HTML Canvas Deep Dive

2013 Edition: Games

Games account for about half of the apps in the typical app store. They are among the first thing ported to any new platform. Games help drive technology forward. This year's edition of the popular HTML Canvas Deep Dive will focus specifically on building cross platform games for mobile and desktop. We will cover everything needed to build basic games with animation, scrolling, sound effects and music, image loading, sprites, and even joystick support. Then we will learn how to package them to run on desktop and mobile devices, both in and outside of app stores.


Hi Welcome to HTML Canvas Deep Dive. This is the third year I've done the talk and I think it will be our most exciting one yet. The problem with HTML is that it keeps getting bigger. The technology grows to encompass more things. First it was simple 2d, then 3d, now audio, camera input, and even joysticks. And this is just the media related technologies. I haven't even touched on networking and intensive processing. And they are all needed to get the most out of Canvas. Fortunately, every year I record the new material in my free online book at my website. This means you can still learn the things we don't have enough time to cover here. So after this workshop please check it out. The resources you will need for today's hands on workshop are available here.

A bit about me

Josh Marinacci


Researcher, Nokia

webOS DevRel @ Palm

GUI Engineer @ Sun

O'Reilly Author: Swing Hacks, Mobile apps in Java w/ GWT and Phonegap

Why make games?

Since we can't cover everything, this year I decided to focus on one area: games. Games are a great way to learn the HTML Canvas technologies because they touch on everything: graphics, sound, performance tuning, and mobile support. If you can do it with a game, then chances are you can do it in something else.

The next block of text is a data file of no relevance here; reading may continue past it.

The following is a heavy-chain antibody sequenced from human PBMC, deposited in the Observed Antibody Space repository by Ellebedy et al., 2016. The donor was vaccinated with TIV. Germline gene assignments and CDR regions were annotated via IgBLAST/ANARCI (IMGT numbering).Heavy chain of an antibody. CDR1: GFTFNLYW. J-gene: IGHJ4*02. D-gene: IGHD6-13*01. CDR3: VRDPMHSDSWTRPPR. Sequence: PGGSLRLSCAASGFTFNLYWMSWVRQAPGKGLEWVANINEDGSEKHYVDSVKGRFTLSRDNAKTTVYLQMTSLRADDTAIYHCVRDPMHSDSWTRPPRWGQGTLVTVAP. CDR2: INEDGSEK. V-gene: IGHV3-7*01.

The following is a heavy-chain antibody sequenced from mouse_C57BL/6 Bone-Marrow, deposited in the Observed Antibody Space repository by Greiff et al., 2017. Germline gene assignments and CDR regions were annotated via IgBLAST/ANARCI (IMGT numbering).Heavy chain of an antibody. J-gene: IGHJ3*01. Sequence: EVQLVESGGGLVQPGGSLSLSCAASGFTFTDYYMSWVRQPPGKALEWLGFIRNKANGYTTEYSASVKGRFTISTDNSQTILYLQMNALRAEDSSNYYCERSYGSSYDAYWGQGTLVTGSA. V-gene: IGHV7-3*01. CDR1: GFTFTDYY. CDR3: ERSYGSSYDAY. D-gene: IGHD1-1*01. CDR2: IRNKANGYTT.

What is Canvas?

But before we dive into games, just what is HTML Canvas?

Canvas is a part of HTML 5, or now just HTML. It's an HTML element which is essentially just a box in the page that you can draw into with JavaScript. You can draw lines, shapes, images, and text. And in most cases it is now hardware accelerated, so drawing is very fast, at least on desktops.

Since Canvas is a pretty well polished HTML standard it is now supported by every major browser, even IE. In fact, IE 10 for desktop has blisteringly good performance on Windows 7 and 8. Canvas is also supported in virtually every smart phone browser, though it's not as fast as on desktop.

2D vs 3D

Canvas is mainly for 2D bitmap graphics. However there is also a 3D version of Canvas which goes by the name WebGL. As you might guess from the name, it is essentially OpenGL running in your browser. This makes it very fast but very tricky to program, as you are essentially writing C and shader code in JavaScript. Most people don't code WebGL by hand. They use a helper library like three.js. In the interest of time we won't cover WebGL today, but there is a section of the online book which walks you through creating a scene and loading up a 3d model.

Intro to Canvas

Before we start designing our game, lets look at a bit of canvas code.

Follow these examples from chapter 1.

Simple Canvas Examples

The ebook has more in-depth examples showing how to build bar and pie charts.

Bar and Pie Charts, Hands On Example

Why make games in canvas?

Now that we know what Canvas is, why should we make games using it instead of some other technology like C++ or Java? Probably the most compelling reason is that it's a standard and it runs everywhere. Virtually every platform has some form of Canvas support. While it's not as fast as native systems, there are some big resources at Apple, Google, Microsoft, and other places that are working very hard to make it faster and faster. I also think Canvas is great because you can code in JavaScript instead of C++. Again while it's not as fast to run, it's usually fast enough and the coding experience is so much better. I can whip up something in 30 minutes with Javascript that would take me hours in C++.

It's also important to mention that Canvas is an open standard. Not only does it mean that different platforms support the same features (roughly), because it is open you can implement it on new platforms as they come along. This gives Canvas a great future.

Lecture 1: Game Loop

Game Loop Hands On

Lecture 2: Audio

Audio Hands On

Lecture 3: Extras